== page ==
As a sort of organizational nut who grew up playing many hours of Sim City and other simulation games, I naively wondered how I can so easily create an efficient virtual metropolis in Sim City, yet how real cities like Detroit can utterly fail. Did Detroit not have the kind of real-time information and analysis that Sim City gave its players? If the public had access to the same real-time information, could they have done something as well?
My undergraduate education in media studies and computer science, paired with my research in civic media and collaborative consumption, has primed me to solve these questions. My recent work that I’ve detailed in my background (attached to this application) has helped me connect the practical applications of these skills and knowledge. It has also shown me what further education I need to continue my work into improving the digital and computational aspects of civic media and open government.
My primary goal in the M.S. HCI program is to become a leader in harnessing emerging technologies and digital media to build the next generation of civic media, as well as analyzing the weaknesses and failures of our current civic systems to best apply them. By joining the College of Computing, I intend to become more of a technical leader, as such a skill set and perspective seems most necessary in my experience of this field.
For example, in the past few years, I have frequently met with community and special interest leaders, from urban farmers to data science hackers. These people are often more aware than others of the civic systems they are involved in every day, and they know what needs to be done. For example, how to connect people to healthy food, how people commute to work, what city services people subscribe to, and what ordinances and legislation they may have issues with are all current issues with civic systems. What these community leaders can’t always do is directly work on the change they seek. Instead, they invite volunteers to hackathons and meetups to prove solutions exist. Georgia Tech has both the resources and capability to expedite this process, and it can allow me to help these leaders and solve these challenging issues.
One particular challenge I want to research while in the program is why people are much more likely to participate in social media rather than civic media. Civic media in many cities is often limited to one-way communication like websites and in-person meetings. These meetings with the mayor, city council, or town hall are neither as accessible nor successful in engaging the public at large as digital social media. In fact, more people of voting age comment on their friends’ updates and answer polls on Facebook than turn out to vote on local issues. My recent work with two local urban farmers and an underserved neighbourhood demonstrate how a mixed-media project can improve two-way communication and civic participation.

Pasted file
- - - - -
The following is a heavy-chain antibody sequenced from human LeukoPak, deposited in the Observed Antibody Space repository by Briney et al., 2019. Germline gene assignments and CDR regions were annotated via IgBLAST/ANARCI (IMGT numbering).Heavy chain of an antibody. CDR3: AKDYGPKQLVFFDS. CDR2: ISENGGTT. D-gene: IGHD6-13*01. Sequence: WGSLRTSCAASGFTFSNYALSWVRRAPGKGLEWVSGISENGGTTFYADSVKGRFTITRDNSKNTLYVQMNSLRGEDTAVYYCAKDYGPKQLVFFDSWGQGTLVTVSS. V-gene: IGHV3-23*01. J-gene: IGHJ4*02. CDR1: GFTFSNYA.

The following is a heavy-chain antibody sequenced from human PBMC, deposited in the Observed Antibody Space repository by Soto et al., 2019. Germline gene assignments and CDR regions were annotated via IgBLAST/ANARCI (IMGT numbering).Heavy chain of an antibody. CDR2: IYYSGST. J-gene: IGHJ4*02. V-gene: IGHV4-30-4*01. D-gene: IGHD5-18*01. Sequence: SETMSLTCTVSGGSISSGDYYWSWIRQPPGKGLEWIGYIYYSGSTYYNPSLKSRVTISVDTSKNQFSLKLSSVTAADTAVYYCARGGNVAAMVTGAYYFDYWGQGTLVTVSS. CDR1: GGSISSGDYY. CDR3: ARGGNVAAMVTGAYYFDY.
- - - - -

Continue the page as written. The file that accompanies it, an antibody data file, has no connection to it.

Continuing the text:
The two farmers, Suzanne and Jamaica, manage a community garden in Atlanta’s English Avenue neighbourhood whose harvest has yielded over a ton of food for its food-insecure residents. Working with my project studio class, we created digital artifacts that help them better engage with investors and improve the neighborhood’s public image, while also garnering more attention in the surrounding community. Seeing how this neighborhood can benefit from the research and technical skills I can apply demonstrates how Atlanta is a prime location for further research and development.
Despite its turbulent past few decades, Atlanta’s growing startup community and reputation as the Silicon Valley of the Southeast can make it the underdog star with investment in civic technologies. By continuing my research with Georgia Tech in the M.S. HCI program and learning more technical skills such as interaction design and cognitive science, I am confident that I will be a leader in that investment.